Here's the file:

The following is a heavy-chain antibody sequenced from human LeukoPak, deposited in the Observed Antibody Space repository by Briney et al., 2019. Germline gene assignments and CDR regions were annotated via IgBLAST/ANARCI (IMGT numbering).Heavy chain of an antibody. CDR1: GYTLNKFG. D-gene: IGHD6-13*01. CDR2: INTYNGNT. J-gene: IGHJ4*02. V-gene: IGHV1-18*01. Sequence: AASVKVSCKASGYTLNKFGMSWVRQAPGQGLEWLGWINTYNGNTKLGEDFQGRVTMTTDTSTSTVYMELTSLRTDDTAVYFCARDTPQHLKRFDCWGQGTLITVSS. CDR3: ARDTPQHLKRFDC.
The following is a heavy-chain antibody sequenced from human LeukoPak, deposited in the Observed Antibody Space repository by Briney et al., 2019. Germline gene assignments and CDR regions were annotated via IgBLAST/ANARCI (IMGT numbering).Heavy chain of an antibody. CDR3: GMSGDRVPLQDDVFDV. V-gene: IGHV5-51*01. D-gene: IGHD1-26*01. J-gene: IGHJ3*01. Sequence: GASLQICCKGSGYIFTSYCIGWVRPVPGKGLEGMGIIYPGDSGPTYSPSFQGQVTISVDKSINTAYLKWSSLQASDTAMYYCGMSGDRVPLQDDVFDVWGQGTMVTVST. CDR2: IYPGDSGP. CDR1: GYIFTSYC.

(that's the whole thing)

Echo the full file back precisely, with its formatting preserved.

The following is a heavy-chain antibody sequenced from human LeukoPak, deposited in the Observed Antibody Space repository by Briney et al., 2019. Germline gene assignments and CDR regions were annotated via IgBLAST/ANARCI (IMGT numbering).Heavy chain of an antibody. CDR1: GYTLNKFG. D-gene: IGHD6-13*01. CDR2: INTYNGNT. J-gene: IGHJ4*02. V-gene: IGHV1-18*01. Sequence: AASVKVSCKASGYTLNKFGMSWVRQAPGQGLEWLGWINTYNGNTKLGEDFQGRVTMTTDTSTSTVYMELTSLRTDDTAVYFCARDTPQHLKRFDCWGQGTLITVSS. CDR3: ARDTPQHLKRFDC.
The following is a heavy-chain antibody sequenced from human LeukoPak, deposited in the Observed Antibody Space repository by Briney et al., 2019. Germline gene assignments and CDR regions were annotated via IgBLAST/ANARCI (IMGT numbering).Heavy chain of an antibody. CDR3: GMSGDRVPLQDDVFDV. V-gene: IGHV5-51*01. D-gene: IGHD1-26*01. J-gene: IGHJ3*01. Sequence: GASLQICCKGSGYIFTSYCIGWVRPVPGKGLEGMGIIYPGDSGPTYSPSFQGQVTISVDKSINTAYLKWSSLQASDTAMYYCGMSGDRVPLQDDVFDVWGQGTMVTVST. CDR2: IYPGDSGP. CDR1: GYIFTSYC.